Rosalinde Torres, after having spent 25 years understanding multiple facets of leadership, is confident in stating that ‘connection’ is a leader’s real power. Networking is an understood expectation from a leader but it is different from the connection. She says, and we quote, “it is about developing connections with people who are different than you and those differences can be biological, physical, functional, political, cultural, and socio-economic, and despite these differences, they connect with you and cooperate with you in achieving the shared goal”.


Another aspect of equality in the workplace is creative freedom. Bosses who are uptight, demanding, and who like to dictate to the t get the perfect outcome. And why wouldn’t they; they have it all mapped out for their employees to follow. So getting your subordinates to do their job is not why a leader is leading meaningfully. It is when the leadership transpires and encourages freedom and liberty to bring new ideas to the table and also to materialize those ideas.


3. Creating a Growth Culture


The theoretical literature on the meaning and definition of culture is vast. However, it’s agreed upon that culture is a shared phenomenon that outlines group dynamics that exist outside of an individual. Culture defines what is accepted and unaccepted in a group. Similarly, culture shapes the social order of an organization and has the power to bring together the organizational mission and vision of the leadership with the knowledge and experience of their employees.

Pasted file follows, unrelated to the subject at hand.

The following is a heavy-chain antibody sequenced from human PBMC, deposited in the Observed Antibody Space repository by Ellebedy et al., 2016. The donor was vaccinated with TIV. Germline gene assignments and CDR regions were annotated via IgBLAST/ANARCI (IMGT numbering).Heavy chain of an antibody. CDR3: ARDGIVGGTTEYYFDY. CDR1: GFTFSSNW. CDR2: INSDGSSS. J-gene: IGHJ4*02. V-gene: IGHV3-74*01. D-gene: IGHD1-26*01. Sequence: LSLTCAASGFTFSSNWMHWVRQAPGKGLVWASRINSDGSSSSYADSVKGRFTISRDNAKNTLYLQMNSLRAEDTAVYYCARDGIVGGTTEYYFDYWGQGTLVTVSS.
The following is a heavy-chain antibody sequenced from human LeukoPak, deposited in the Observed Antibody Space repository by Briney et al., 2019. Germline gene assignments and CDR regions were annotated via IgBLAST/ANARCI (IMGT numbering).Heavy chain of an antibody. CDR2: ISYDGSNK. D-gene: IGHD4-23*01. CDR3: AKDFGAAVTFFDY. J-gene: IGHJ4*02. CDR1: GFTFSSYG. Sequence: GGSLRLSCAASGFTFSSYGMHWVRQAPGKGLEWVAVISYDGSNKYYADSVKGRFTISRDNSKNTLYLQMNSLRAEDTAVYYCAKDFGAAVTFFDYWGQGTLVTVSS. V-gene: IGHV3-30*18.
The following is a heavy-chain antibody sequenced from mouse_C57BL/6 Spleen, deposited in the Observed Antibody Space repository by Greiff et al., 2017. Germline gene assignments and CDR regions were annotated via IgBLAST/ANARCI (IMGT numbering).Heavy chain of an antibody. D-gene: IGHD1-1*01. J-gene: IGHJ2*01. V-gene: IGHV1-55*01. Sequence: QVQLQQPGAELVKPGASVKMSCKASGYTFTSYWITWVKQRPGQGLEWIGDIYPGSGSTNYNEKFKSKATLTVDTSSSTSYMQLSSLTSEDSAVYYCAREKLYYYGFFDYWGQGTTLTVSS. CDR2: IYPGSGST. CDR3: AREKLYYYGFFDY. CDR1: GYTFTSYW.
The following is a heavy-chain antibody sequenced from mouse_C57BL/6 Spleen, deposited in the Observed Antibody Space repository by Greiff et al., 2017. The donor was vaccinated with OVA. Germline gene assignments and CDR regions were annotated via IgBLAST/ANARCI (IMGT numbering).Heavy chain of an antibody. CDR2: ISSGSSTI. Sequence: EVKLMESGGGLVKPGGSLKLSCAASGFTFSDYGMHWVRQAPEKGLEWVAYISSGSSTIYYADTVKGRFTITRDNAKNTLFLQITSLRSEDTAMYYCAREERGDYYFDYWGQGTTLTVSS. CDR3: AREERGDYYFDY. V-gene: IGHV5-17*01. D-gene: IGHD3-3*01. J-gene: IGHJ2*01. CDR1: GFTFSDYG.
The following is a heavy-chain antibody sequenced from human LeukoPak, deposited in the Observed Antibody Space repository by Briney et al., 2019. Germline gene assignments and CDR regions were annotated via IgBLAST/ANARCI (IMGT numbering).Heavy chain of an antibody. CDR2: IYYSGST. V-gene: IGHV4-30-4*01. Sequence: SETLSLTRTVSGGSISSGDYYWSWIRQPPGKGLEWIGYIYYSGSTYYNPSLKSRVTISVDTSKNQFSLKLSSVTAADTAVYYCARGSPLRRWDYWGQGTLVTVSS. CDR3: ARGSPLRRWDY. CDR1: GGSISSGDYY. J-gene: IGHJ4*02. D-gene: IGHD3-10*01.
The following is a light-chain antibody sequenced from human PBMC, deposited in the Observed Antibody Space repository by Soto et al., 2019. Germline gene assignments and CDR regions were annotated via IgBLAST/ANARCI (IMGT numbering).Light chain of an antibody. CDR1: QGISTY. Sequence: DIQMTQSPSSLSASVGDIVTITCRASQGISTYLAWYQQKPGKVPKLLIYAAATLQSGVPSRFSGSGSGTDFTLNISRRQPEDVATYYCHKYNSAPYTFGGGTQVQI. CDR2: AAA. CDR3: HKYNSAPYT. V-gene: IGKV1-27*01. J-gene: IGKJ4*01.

In an attempt to simplify its understanding, culture is more elusive and expressed not through the shared vision, but its administration from top-down. It is a reflection of a high-performing and empathetic leadership and reflects in employee’s satisfaction and motivation to work with the respective leaders at a given organization.


According to William Craig – Founder and President of WebFX – “leaders have a responsibility to demonstrate the beliefs of the company and reinforce behaviors that reflect those values. Your behaviors at work, your communication style, and how you handle wins and setbacks all affect company culture. You can't delegate creating the culture your employees’ experience. If you want to reflect particular values, demonstrate those values in your actions”.

Hence, it would be safe to say that culture and leadership are linked and together they form the foundational lever for facultative organizational values, alongside strategy. As someone once said and Harvard Business Review quotes, “culture eats strategy for breakfast”. However, a strategy often gets higher regard and the cultural aspect of organizational vision, mission, and growth is often compartmentalized as part of HR’s job.


Unlike strategy – which is more objective, goal-oriented, and provides the collective action plan – culture is more anchored in spoken and unspoken words, behavior, and social patterns that form norms of the organization.



For a leader who is visionary, realistic, and also cares for his organization and its employees, it is crucial to understand many cultural layers that correspond around and through them. Whilst brainstorming and gathering views on culture, I